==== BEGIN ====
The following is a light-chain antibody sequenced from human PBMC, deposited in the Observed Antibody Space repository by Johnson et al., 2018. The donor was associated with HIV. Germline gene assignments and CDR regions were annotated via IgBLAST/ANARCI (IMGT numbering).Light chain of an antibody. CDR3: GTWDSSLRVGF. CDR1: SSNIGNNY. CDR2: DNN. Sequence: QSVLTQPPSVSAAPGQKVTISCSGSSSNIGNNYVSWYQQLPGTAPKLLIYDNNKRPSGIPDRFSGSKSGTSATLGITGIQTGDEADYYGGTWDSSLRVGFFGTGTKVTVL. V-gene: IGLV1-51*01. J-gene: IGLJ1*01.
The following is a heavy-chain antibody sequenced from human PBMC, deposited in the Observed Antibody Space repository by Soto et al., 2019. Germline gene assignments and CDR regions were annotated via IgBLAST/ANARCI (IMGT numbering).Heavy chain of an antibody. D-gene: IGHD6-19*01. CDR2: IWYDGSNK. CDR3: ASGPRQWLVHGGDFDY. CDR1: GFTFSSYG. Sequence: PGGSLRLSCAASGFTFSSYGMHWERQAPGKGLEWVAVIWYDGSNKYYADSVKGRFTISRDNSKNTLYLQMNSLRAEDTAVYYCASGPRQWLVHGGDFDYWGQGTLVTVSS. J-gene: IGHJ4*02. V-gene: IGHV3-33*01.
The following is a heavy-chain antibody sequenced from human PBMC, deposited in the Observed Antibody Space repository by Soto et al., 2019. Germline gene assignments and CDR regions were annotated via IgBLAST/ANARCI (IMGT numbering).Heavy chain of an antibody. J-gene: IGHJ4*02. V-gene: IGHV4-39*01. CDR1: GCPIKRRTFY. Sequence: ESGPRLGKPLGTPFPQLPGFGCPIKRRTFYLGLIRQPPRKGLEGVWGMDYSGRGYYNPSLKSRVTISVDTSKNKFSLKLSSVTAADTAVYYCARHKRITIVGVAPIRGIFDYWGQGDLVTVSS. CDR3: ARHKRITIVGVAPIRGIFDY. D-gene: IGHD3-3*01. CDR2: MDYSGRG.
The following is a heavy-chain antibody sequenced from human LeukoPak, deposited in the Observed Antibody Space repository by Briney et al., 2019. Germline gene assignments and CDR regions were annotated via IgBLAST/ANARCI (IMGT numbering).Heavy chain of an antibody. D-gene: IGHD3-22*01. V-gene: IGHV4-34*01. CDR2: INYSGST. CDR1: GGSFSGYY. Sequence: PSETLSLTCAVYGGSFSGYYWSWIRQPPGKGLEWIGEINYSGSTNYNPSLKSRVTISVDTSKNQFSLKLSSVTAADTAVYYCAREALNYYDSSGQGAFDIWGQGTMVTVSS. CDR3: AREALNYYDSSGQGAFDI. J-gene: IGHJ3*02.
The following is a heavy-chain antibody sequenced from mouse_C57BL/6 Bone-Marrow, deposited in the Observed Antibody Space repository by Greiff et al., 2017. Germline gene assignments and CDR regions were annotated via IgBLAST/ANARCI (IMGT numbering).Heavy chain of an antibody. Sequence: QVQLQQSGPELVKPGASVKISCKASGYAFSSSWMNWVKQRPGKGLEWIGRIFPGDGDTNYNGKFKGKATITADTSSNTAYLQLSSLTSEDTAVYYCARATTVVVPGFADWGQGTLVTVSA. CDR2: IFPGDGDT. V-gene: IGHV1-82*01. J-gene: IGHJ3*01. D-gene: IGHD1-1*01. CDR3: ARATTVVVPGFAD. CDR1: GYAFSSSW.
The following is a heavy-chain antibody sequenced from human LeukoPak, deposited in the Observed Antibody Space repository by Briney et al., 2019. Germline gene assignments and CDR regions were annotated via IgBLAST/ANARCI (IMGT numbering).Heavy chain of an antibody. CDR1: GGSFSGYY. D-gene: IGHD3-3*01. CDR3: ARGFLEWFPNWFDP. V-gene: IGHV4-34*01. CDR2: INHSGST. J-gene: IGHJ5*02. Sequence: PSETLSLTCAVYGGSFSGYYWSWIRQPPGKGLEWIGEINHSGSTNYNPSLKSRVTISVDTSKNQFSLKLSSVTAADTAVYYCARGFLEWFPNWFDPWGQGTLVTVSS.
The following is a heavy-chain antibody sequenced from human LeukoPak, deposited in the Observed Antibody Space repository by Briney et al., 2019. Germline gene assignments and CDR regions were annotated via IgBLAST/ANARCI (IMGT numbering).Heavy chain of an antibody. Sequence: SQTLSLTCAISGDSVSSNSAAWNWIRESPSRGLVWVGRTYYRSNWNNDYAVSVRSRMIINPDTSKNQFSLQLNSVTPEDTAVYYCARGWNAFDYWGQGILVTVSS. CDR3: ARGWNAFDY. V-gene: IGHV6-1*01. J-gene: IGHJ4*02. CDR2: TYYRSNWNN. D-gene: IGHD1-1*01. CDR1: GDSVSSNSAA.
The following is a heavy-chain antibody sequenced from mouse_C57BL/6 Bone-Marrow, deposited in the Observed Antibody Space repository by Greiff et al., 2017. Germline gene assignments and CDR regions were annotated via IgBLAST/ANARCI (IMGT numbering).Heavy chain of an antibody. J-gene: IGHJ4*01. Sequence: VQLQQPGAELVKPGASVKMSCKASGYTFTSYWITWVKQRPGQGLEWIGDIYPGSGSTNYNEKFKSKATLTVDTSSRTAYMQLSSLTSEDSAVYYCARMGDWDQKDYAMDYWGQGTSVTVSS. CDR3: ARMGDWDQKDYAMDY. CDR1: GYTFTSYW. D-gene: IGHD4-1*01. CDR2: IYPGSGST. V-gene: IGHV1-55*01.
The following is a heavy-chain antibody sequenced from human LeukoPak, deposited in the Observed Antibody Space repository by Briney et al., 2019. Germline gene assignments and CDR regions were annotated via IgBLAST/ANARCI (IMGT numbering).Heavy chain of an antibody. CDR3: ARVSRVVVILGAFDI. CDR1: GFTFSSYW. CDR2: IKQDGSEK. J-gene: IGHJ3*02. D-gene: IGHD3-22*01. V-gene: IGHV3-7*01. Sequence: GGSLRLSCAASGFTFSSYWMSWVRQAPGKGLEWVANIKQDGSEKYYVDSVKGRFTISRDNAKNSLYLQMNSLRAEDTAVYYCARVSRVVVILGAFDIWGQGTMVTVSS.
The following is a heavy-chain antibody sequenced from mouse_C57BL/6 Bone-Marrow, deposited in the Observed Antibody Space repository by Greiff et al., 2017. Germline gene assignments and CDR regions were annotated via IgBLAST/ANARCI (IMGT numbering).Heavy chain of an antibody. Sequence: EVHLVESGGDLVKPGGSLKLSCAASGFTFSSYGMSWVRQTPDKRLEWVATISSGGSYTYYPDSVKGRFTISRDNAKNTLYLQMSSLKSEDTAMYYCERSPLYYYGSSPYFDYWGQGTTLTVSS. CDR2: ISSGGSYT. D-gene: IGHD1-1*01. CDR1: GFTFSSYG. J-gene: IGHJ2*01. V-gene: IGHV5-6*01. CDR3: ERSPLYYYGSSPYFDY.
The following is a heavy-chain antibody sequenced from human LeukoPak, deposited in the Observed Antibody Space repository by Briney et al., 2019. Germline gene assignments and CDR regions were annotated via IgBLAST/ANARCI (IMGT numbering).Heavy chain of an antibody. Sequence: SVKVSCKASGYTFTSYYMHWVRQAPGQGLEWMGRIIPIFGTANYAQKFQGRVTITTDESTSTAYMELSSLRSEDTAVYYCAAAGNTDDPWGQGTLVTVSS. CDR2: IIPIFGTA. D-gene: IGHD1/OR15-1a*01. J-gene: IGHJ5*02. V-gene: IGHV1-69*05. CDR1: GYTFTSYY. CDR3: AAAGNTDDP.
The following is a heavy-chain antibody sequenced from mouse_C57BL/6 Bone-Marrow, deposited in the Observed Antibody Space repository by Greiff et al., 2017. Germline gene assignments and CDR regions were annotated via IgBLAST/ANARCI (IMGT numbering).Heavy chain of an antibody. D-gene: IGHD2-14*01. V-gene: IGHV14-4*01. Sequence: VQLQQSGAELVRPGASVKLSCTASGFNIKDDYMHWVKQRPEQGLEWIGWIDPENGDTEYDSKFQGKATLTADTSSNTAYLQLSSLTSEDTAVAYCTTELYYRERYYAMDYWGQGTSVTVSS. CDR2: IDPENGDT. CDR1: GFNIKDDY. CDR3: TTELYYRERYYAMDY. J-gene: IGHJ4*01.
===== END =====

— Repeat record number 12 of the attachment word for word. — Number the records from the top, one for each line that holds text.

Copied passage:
The following is a heavy-chain antibody sequenced from mouse_C57BL/6 Bone-Marrow, deposited in the Observed Antibody Space repository by Greiff et al., 2017. Germline gene assignments and CDR regions were annotated via IgBLAST/ANARCI (IMGT numbering).Heavy chain of an antibody. D-gene: IGHD2-14*01. V-gene: IGHV14-4*01. Sequence: VQLQQSGAELVRPGASVKLSCTASGFNIKDDYMHWVKQRPEQGLEWIGWIDPENGDTEYDSKFQGKATLTADTSSNTAYLQLSSLTSEDTAVAYCTTELYYRERYYAMDYWGQGTSVTVSS. CDR2: IDPENGDT. CDR1: GFNIKDDY. CDR3: TTELYYRERYYAMDY. J-gene: IGHJ4*01.